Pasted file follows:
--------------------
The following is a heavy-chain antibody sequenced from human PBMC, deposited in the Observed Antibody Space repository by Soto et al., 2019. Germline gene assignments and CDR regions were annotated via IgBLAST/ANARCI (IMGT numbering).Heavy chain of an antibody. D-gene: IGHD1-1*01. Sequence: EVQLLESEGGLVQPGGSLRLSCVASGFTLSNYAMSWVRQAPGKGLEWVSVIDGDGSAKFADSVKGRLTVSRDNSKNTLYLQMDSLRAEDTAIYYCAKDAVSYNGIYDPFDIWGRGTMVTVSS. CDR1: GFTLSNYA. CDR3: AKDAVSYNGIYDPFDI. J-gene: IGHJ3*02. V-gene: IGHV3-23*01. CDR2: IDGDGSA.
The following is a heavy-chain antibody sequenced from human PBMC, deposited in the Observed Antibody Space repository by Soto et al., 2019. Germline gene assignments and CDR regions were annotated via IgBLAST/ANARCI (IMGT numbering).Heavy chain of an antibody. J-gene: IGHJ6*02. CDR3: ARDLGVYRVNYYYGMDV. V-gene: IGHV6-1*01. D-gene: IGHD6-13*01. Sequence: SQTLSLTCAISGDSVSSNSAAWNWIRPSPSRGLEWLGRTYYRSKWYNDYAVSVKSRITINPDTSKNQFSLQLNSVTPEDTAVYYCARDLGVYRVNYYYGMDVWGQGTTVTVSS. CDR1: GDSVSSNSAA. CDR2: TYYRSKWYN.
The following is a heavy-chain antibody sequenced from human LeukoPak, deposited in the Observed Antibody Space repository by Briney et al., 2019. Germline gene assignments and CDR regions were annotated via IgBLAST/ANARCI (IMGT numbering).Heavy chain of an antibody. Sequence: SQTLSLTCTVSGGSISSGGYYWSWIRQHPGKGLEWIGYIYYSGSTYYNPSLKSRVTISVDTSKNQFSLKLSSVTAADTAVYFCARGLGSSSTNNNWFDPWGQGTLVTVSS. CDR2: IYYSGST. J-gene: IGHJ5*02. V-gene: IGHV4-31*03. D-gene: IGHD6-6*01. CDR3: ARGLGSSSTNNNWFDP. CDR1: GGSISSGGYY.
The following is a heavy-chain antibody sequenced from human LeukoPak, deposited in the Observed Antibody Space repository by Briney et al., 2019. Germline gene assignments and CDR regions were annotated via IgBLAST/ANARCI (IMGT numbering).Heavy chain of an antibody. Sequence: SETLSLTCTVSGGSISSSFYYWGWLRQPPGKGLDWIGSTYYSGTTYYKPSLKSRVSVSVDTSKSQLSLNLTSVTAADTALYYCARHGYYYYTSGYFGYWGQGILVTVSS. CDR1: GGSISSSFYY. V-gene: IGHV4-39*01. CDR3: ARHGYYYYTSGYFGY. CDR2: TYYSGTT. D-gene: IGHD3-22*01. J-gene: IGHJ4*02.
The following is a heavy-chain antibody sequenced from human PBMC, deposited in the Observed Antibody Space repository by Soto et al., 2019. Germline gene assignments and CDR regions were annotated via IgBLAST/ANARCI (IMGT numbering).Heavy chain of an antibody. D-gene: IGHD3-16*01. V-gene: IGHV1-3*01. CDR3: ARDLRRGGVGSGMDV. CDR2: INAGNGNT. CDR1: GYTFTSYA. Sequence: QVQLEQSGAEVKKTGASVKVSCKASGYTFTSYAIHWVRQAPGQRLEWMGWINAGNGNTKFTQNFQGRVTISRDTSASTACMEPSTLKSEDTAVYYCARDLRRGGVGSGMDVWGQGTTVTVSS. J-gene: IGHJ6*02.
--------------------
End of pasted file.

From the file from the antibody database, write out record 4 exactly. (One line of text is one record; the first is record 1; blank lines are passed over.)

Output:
The following is a heavy-chain antibody sequenced from human LeukoPak, deposited in the Observed Antibody Space repository by Briney et al., 2019. Germline gene assignments and CDR regions were annotated via IgBLAST/ANARCI (IMGT numbering).Heavy chain of an antibody. Sequence: SETLSLTCTVSGGSISSSFYYWGWLRQPPGKGLDWIGSTYYSGTTYYKPSLKSRVSVSVDTSKSQLSLNLTSVTAADTALYYCARHGYYYYTSGYFGYWGQGILVTVSS. CDR1: GGSISSSFYY. V-gene: IGHV4-39*01. CDR3: ARHGYYYYTSGYFGY. CDR2: TYYSGTT. D-gene: IGHD3-22*01. J-gene: IGHJ4*02.